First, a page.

# Calculate $\lim_{x \to 0} f(x)$

Let $$f:\mathbb{R}\to \mathbb{R}$$ be a function. Suppose $$\lim_{x \to 0} \frac{f(x)}{x} = 0$$. Calculate $$\lim_{x \to 0} f(x)$$.

According to the answer key, $$\lim_{x \to 0} f(x) = 0$$. I see $$f(x)=x^2$$ satisfies both limits, but is there a way "construct" an argument to prove this? I mean, how do I arrive at the answer?

• If $f(x) \not \to 0$ then $\frac {f(x)}x \to 0$ would be impossible. Commented Jul 7, 2020 at 23:47
• If $\frac{f(x)}{x}\to 0$, then for all $\varepsilon>0$, there exists a neighborhood of $x=0$ for which $$-\varepsilon x<f(x)<\varepsilon x$$ Commented Jul 8, 2020 at 3:03

$$\lim_{x \to 0} f(x)=\lim_{x \to 0} \frac {f(x)} x x =\lim_{x \to 0}\frac {f(x)} x \lim_{x \to 0}x=(0)(0)=0$$.
$$\lim_{x\to 0}\frac {f(x)}x = 0$$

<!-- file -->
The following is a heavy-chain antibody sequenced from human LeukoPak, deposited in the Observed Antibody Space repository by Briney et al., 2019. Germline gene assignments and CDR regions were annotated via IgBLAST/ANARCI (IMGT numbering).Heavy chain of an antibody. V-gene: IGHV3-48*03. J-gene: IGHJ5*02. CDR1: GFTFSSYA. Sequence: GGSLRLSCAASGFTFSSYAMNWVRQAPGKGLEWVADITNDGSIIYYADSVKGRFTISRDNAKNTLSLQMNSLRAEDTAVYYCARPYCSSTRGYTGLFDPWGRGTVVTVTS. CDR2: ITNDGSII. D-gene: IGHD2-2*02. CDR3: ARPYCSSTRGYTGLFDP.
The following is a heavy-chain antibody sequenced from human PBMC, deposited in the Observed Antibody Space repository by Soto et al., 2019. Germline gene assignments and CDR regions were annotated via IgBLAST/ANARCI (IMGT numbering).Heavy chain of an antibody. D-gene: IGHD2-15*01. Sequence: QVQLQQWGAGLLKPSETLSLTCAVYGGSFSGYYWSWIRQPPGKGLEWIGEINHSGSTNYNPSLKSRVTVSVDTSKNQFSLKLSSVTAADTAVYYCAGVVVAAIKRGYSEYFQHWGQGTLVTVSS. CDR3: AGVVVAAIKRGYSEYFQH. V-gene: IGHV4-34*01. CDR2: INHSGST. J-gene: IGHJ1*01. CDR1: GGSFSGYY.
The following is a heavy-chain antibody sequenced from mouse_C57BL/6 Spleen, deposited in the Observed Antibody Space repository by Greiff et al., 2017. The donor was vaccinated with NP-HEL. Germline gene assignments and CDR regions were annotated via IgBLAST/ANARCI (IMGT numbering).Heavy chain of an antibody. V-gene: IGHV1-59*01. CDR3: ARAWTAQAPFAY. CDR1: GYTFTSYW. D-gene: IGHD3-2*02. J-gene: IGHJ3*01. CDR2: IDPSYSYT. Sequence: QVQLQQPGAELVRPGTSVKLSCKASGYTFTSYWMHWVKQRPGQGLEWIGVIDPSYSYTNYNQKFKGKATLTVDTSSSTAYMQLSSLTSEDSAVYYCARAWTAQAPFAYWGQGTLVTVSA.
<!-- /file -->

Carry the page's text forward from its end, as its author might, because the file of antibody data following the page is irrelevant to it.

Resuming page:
For any $$\epsilon > 0$$ then there exists a $$\delta>0$$ so that if $$|x| < \delta$$ then $$|\frac{f(x)}x| < \epsilon$$. But if $$D = \min (\delta, 1)$$ then if $$|x| < D$$ then $$|f(x)|=|\frac {f(x)}1|< |\frac {f(x)}x| < \epsilon$$.
So $$\lim_{x\to 0}f(x) = 0$$.
Note: If $$\lim_{x\to 0} f(x) =k\ne 0$$ or if $$\lim_{x\to 0} f(x) = \pm \infty$$ then $$\lim_{x\to 0} \frac {f(x)}{x} = \frac{\lim_{x\to 0} f(x)}{\lim_{x\to 0} x}$$ is not defined and can not be $$0$$. But this allows the possibility the $$\lim f(x)$$ simply does not exist.